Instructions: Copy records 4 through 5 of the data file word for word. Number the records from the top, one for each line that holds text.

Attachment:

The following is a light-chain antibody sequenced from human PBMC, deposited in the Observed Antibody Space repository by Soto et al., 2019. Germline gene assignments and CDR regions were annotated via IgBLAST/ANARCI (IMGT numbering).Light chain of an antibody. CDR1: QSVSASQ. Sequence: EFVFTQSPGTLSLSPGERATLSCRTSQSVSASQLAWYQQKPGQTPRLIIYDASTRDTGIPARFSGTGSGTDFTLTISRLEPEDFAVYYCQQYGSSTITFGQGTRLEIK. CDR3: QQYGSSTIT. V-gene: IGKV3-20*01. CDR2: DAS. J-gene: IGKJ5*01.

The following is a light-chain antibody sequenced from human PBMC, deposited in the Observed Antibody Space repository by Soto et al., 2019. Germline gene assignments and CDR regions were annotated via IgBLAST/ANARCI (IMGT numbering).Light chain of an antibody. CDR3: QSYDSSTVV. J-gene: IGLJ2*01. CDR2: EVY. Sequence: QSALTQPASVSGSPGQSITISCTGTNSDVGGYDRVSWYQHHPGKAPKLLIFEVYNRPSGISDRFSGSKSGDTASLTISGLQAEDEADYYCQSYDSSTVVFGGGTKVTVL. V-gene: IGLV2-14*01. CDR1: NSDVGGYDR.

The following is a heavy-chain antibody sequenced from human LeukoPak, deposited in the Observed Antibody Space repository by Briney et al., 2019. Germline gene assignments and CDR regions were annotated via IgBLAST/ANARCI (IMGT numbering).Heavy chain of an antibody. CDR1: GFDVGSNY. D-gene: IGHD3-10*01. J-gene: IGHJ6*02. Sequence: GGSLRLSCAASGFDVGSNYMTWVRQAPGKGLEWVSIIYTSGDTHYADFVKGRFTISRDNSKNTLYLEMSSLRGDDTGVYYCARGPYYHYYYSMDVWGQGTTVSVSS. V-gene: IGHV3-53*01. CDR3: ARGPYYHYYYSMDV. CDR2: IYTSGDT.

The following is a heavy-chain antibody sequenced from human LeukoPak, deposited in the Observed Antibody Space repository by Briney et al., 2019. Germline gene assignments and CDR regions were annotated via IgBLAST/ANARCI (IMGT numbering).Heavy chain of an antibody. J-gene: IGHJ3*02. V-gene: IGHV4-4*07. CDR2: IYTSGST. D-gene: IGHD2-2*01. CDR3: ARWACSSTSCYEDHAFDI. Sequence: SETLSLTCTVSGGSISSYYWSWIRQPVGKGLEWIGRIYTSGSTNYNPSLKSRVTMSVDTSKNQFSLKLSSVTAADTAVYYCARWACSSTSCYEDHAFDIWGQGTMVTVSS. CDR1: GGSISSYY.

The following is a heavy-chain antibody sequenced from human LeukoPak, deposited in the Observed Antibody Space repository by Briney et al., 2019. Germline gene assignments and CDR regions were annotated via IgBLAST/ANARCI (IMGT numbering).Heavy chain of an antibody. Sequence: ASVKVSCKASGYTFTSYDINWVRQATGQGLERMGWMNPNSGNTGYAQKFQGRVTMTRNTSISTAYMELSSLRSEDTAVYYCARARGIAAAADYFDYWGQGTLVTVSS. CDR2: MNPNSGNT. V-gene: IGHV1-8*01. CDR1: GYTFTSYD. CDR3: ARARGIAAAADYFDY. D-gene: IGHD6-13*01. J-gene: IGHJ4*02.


The following is a heavy-chain antibody sequenced from human LeukoPak, deposited in the Observed Antibody Space repository by Briney et al., 2019. Germline gene assignments and CDR regions were annotated via IgBLAST/ANARCI (IMGT numbering).Heavy chain of an antibody. J-gene: IGHJ3*02. V-gene: IGHV4-4*07. CDR2: IYTSGST. D-gene: IGHD2-2*01. CDR3: ARWACSSTSCYEDHAFDI. Sequence: SETLSLTCTVSGGSISSYYWSWIRQPVGKGLEWIGRIYTSGSTNYNPSLKSRVTMSVDTSKNQFSLKLSSVTAADTAVYYCARWACSSTSCYEDHAFDIWGQGTMVTVSS. CDR1: GGSISSYY.

The following is a heavy-chain antibody sequenced from human LeukoPak, deposited in the Observed Antibody Space repository by Briney et al., 2019. Germline gene assignments and CDR regions were annotated via IgBLAST/ANARCI (IMGT numbering).Heavy chain of an antibody. Sequence: ASVKVSCKASGYTFTSYDINWVRQATGQGLERMGWMNPNSGNTGYAQKFQGRVTMTRNTSISTAYMELSSLRSEDTAVYYCARARGIAAAADYFDYWGQGTLVTVSS. CDR2: MNPNSGNT. V-gene: IGHV1-8*01. CDR1: GYTFTSYD. CDR3: ARARGIAAAADYFDY. D-gene: IGHD6-13*01. J-gene: IGHJ4*02.